3 Ways you are Squashing Innovation at your Organization (and how to stop)

Innovation has reached the status of necessity. If we can’t change and evolve with our customers, we will cease to exist. This is a lesson that executives at Blockbuster, Kodak and so many other organizations had to learn the hard way.

Despite knowing its importance, actually delivering innovation within our organizations has proven to be incredibly challenging. Much of the challenge lies in the fact that our organizations are designed around a process of management that arose in an industrial era with the primary objective to minimize waste and drive efficiency.  And we’ve seen great success at that.

The problem is that innovation is fed by many of the things that management exists to eliminate. Some of what looks wasteful to management is vital to innovation. This is what we often refer to as “the inconvenient truth about innovation.”  To succeed at innovation and make it part of how we do business requires that we learn to un-manage our organization a bit.

To help you recognize what this might look like, here are three ways you might be squashing innovation and what you should do about it.

1.You allow silos to exist. While most leaders understand that silos aren’t ideal, few are doing much about it. If the accountants sit with, eat with, and work with other accountants (and same for IT, HR, sales, ops, etc.), then you have silos. New ideas are born at the intersection of difference. When you and I see a problem or solution in different ways, when we come together to combine those perspectives and work towards the best solution, our differences create the opportunity for something new to emerge.  Silos make this kind of interaction far less common.

What to do: At a minimum, get in the practice of creating frequent cross-functional task forces to address organizational challenges and opportunities.  Use these groups to bring together people from different areas of the organization to share and use their diverse experiences. If you want to really amp up this effect, break up the physical silos by creating cross-functional office spaces where instead of putting employees together by function (IT with IT) you mix it up (IT with Ops with HR with Finance, etc.). This is an example of what might not be optimally efficient but is vital to innovation.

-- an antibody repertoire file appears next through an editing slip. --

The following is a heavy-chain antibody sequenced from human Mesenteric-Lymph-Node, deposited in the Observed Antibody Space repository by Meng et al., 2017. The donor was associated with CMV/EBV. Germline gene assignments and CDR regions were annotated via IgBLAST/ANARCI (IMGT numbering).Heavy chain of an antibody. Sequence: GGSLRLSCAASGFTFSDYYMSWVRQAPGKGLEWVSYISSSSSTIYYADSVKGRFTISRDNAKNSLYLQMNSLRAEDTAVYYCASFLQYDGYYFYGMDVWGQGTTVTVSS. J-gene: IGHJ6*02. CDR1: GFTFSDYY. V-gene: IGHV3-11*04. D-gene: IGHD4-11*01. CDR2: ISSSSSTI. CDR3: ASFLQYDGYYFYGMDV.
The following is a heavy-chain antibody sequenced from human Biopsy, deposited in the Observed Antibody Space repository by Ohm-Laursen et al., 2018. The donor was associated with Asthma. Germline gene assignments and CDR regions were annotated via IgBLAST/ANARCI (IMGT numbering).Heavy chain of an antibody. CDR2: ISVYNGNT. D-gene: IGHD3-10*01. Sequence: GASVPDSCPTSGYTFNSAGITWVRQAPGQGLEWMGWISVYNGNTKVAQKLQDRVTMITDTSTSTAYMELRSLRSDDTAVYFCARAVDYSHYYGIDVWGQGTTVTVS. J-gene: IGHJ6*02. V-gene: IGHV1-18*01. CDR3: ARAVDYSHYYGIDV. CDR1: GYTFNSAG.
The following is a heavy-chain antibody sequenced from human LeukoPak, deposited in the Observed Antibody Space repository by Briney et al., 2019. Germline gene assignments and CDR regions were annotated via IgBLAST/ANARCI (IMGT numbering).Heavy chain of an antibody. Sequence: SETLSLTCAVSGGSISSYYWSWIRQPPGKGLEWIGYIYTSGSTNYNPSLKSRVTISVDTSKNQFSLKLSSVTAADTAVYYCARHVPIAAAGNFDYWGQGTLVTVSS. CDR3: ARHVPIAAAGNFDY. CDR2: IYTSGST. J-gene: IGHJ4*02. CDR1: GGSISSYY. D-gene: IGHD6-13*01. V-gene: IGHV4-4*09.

2. You allow the same small number of voices to dominate every meeting.  Meetings tend to be where good intention and ideas go to die.  That’s because in most meetings, while there may be a dozen unique perspectives and opinions in the room, only a few get heard.  Usually we hear plenty from the person with the biggest title, the person with the loudest voice, and the person who believes they are smarter than everyone else.  And, these same voices dominate every meeting.  This is a colossal waste when you consider the amount of squandered talent within the room that is rarely heard from.  Innovation relies on not only on the inclusion of this diversity of perspectives but also on healthy conversation and conflict to thrive.

What to do: Create some ground rules for your meetings that ensure contribution from all members. Start by being very clear about the purpose and expectation of your meetings and attendees.  One expectation might be that “everyone contributes and no one dominates.” This alone may change the dynamic of the meeting. It can also be helpful to designate a rotating meeting facilitator who has the responsibility of ensuring that each person contributes (i.e. “Jim, we haven’t heard from you on his topic.  What do you think?”).

3. You have made innovation the job of a small number of people. One of the most powerful myths we have about innovation is that it is the product of a lone creative genius or small dedicated team. When we hear the word innovation, we see the face of Steve Jobs and assume that the key to innovation is finding our own genius. This also assumes that innovation comes only in big, game-changing packages. The reality is that innovation is a process of small, incremental steps that build upon and inspire each other over time. All of these small changes ultimately result in what looks like a major breakthrough (i.e. the iPhone). The mores small changes we can make, the more likely the game changer emerges. So, the notion of putting this process in the hands of a few is counter-productive and limiting. You need as many eyes, minds, and hearts committed to finding those small improvements as possible.

What do to: Encourage all employees to experiment with how they do their work. Equip and empower them to find new and better ways to get things done. When they find success, celebrate and share these ideas broadly. Also, create forums where ideas for improvement can be shared and socialized by anyone within the organization. The people closest to the work and the customer frequently have the most important ideas. Create paths for those ideas to come to light using corporate intranets or innovation platforms.

We’ve spent decades perfecting management as a way to drive efficiency while unknowingly making our organizations almost resilient to innovation. To reverse this trend will not be easy and will take time. Starting with these simple ideas will get you started in the right direction.

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